Nancy's Books

Sunday, June 18, 2017

Picture Book Revision, part 2

            Tips on revision, continued:

My thought processes rely heavily on verbs that don’t show action: is, are, was, were…. In revision, I eliminate many of the non-action verbs and replace them with other verbs that paint a specific picture (pedaled, skipped, barked). Action verbs don’t need modifiers, so fewer words are needed to describe the scene.
Add rhythm. Alliteration (fog floated) makes the prose livelier. Onamonapia (bumpty-bump) adds a beat that sounds like poetry when read aloud. Rhythm is how the words connect, a rise and fall of the phrases and sentences.
Less dialog. Picture books don’t rely heavily on dialog. Usually, dialog is no more than 1/3 of the text, often much less. Rather than conversations, use action scenes that can be illustrated with the narrator relating the action. The targeted audience is young children who prefer fast action to character conversation, which often slows the action. Of course, this is a general rule. Some books have no dialog, and some are all dialog.
Let the illustrations tell part of the story. Picture book writers have to think visually. When I write a first draft, I include scenes that describe illustrations. In revision, I study each word, phrase, and sentence; then, delete everything down to the bare action. Sometimes I cut so much, I have to add it again to make the story understandable. Picture books are short and the stories are to the point.
Every page in the book must show action and the pace is usually fast. After writing the first draft, I divide the manuscript into 13 scenes. Each scene must show action. If not, more revision is required.
Next week, I’ll add more tips.
Call for Submissions for Adult Writers:

Narrative is strongly committed to supporting our authors’ work. Our current rates for work are as follows:—$150 for a Story of the Week, with $400 each for the annual Top Five Stories of the Week.
—$150 to $350 for 500 to 2,000 word manuscripts.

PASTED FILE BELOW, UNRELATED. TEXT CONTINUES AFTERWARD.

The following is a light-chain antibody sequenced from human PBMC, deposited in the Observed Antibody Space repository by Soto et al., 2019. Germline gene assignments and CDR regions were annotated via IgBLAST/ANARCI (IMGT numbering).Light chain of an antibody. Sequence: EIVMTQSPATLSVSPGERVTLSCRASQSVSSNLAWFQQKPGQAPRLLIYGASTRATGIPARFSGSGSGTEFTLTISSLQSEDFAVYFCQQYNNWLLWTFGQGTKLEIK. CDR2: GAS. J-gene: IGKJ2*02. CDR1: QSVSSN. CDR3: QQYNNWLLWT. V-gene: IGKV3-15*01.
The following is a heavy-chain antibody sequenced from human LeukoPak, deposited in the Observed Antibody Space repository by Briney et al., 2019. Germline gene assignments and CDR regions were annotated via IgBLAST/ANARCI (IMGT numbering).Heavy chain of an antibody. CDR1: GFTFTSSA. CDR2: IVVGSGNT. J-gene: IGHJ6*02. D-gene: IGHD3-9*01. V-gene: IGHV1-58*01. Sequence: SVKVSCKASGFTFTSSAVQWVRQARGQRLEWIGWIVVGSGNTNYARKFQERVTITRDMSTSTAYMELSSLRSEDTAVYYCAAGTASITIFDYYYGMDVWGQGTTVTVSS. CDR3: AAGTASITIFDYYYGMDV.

—$350 to $1,000 for 2,000 to 15,000 word manuscripts.
—Rates for book-length works vary, depending on the length and nature of the work.
—$50 minimum for each accepted poem and audio piece. ($25 for poetry reprints.)
—$200 each for the annual Top Five Poems of the Week.FIRESIDE
Submission guidelines at

Sunday, June 4, 2017

Picture Book Revision, part 1

           Whew! The first draft is finished looks more like a lump of coal than a polished gem, but coal is good. The revision process starts now. Here are some “coal” hard facts:

The manuscript needs structure with a tight arc that clearly defines the beginning, middle, and ending. Many picture books suffer from an ending that’s too short or a beginning that’s too long. Writers accomplish this with a setup of three obstacles the character must face, each obstacle increasing in difficulty and leading toward a climax. Ideally, the beginning is about 20% of the manuscript, the middle is 60%, and the ending is 20%.
Here’s a burning question I always ask myself: Does the character accomplish what s/he sets out to do and without intervention by an adult? If not, rethink the plot.
Condensed writing. Keep the story less than 600 words, under 500 words is preferable with many publishers. The key to tight writing is to cut, cut, cut words. If the words don’t promote the plot or develop the character, axe them. Every word must help tell the story. Chop words that don’t paint pictures: it, there, just, that.
Allow illustrations to work for you. Since I’m not a writer, I have to constantly think about what can be shown with art. Facial expressions, color of clothes, etc. Think visually.
Burning question number 2: Have I communicated a particular idea? If so, it doesn’t need to be repeated, unless I’m using a repetition phrase intentionally for the purpose of rhythm and storytelling.
In my next blog, I’ll continue with more tips on how to polish that lump into a gem.
Call for Submissions for Adult Writers:
HIGHLIGHTS MAGAZINE. Highlights for Children is a general-interest, advertising-free magazine for children up to age 12. Stories for younger readers (ages 3 to 7) should have 500 words or fewer and should not seem babyish to older readers. Stories for older readers (ages 8 to 12) should have 800 words or fewer and should be appealing to younger readers if read aloud. Frequent needs include humor, mystery, sports, holiday and adventure stories; retellings of traditional tales; stories with urban settings; and stories that feature world cultures. Payment $150 and up. Rebuses should have 120 words or fewer. Pays $100 and up. Nonfiction pays $150 and up.

Submission guidelines at

Nancy Kelly Allen has written 40+ children’s books and a cookbook, SPIRIT OF KENTUCKY: BOURBON COOKBOOK. Check out her blog at